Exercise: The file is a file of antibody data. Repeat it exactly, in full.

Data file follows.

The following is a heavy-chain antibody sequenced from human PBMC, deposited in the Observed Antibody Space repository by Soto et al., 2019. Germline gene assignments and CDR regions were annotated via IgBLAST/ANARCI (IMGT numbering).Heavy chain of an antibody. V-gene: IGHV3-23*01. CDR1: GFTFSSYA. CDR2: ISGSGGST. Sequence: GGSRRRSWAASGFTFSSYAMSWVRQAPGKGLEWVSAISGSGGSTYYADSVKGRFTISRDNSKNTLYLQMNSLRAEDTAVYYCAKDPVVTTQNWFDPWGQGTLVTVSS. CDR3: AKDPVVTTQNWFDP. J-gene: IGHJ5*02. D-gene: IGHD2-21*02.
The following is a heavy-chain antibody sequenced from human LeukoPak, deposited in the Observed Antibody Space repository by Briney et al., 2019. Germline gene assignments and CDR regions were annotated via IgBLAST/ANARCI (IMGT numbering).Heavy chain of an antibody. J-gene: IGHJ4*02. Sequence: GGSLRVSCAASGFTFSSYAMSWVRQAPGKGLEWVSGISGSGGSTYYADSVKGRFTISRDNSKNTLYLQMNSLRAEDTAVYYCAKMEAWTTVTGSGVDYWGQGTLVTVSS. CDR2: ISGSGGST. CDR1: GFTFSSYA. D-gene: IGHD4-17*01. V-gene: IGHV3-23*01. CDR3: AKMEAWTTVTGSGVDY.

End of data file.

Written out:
The following is a heavy-chain antibody sequenced from human PBMC, deposited in the Observed Antibody Space repository by Soto et al., 2019. Germline gene assignments and CDR regions were annotated via IgBLAST/ANARCI (IMGT numbering).Heavy chain of an antibody. V-gene: IGHV3-23*01. CDR1: GFTFSSYA. CDR2: ISGSGGST. Sequence: GGSRRRSWAASGFTFSSYAMSWVRQAPGKGLEWVSAISGSGGSTYYADSVKGRFTISRDNSKNTLYLQMNSLRAEDTAVYYCAKDPVVTTQNWFDPWGQGTLVTVSS. CDR3: AKDPVVTTQNWFDP. J-gene: IGHJ5*02. D-gene: IGHD2-21*02.
The following is a heavy-chain antibody sequenced from human LeukoPak, deposited in the Observed Antibody Space repository by Briney et al., 2019. Germline gene assignments and CDR regions were annotated via IgBLAST/ANARCI (IMGT numbering).Heavy chain of an antibody. J-gene: IGHJ4*02. Sequence: GGSLRVSCAASGFTFSSYAMSWVRQAPGKGLEWVSGISGSGGSTYYADSVKGRFTISRDNSKNTLYLQMNSLRAEDTAVYYCAKMEAWTTVTGSGVDYWGQGTLVTVSS. CDR2: ISGSGGST. CDR1: GFTFSSYA. D-gene: IGHD4-17*01. V-gene: IGHV3-23*01. CDR3: AKMEAWTTVTGSGVDY.